President Barack Obama, taking a new approach to the nation’s immigration woes, recently announced his administration would use “prosecutorial discretion” as it sorts through the 300,000 deportation cases involving illegal immigration.
Celebration broke out among supporters of immigrants who may be here illegally, even though implementation of the new policy by the Department of Homeland Security, which handles immigration, has just begun.
In this instance, prosecutorial discretion is the idea that executive branch has the option, on a case-by-case basis, to decline to enforce immigration laws against certain individuals.
The administration’s basis for deciding whether to prosecute will be the same criteria for citizenship under the failed Dream ACT of 2010, a Senate bill that would have provided a path to citizenship for immigrants who were attending school, who served in the U.S. military or who were brought here illegally by parents. The bill did not win congressional approval.
Obama’s immigration policy gives illegal immigrants without criminal backgrounds in deportation cases the opportunity to have their cases suspended and possibly the chance to earn a work permit. The administration confirmed that some of the 300,000 illegal immigrants without criminal histories could obtain a work permit and remain in the states indefinitely.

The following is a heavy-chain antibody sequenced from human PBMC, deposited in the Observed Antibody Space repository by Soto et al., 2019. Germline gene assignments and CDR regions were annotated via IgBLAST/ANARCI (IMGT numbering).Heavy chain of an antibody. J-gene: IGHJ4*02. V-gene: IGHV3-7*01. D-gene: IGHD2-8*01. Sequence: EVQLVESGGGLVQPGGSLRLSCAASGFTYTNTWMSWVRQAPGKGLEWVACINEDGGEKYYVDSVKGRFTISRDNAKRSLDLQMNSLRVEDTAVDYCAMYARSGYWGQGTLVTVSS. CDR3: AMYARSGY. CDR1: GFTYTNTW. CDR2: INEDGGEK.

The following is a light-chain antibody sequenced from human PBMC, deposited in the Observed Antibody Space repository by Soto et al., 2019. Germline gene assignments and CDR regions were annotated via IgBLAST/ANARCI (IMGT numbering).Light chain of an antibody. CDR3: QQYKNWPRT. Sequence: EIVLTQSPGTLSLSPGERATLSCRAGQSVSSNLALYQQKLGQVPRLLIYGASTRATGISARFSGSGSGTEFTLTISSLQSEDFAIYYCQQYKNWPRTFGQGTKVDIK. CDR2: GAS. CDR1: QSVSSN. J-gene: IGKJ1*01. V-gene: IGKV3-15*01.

“We will closely monitor the implementation of this process to ensure that it is applied robustly and that it brings public safety squarely into focus,” said Janet Murguía, president of the National Council of La Raza, the nation’s largest Hispanic civil rights and advocacy organization. “Advocates across the country have been doing an incredible amount of work to share the countless stories of how the current policies are creating fear and suffering in communities nationwide. We are hopeful that this new action will bring us to a place where community safety is the focus of enforcement actions, and the pain felt in communities is diminished.”
Murguía said the new policy would allow the Department of Homeland Security to apply more resources to the most serious cases. “Focusing on the greatest threats is just plain common sense when it comes to law enforcement,” she said.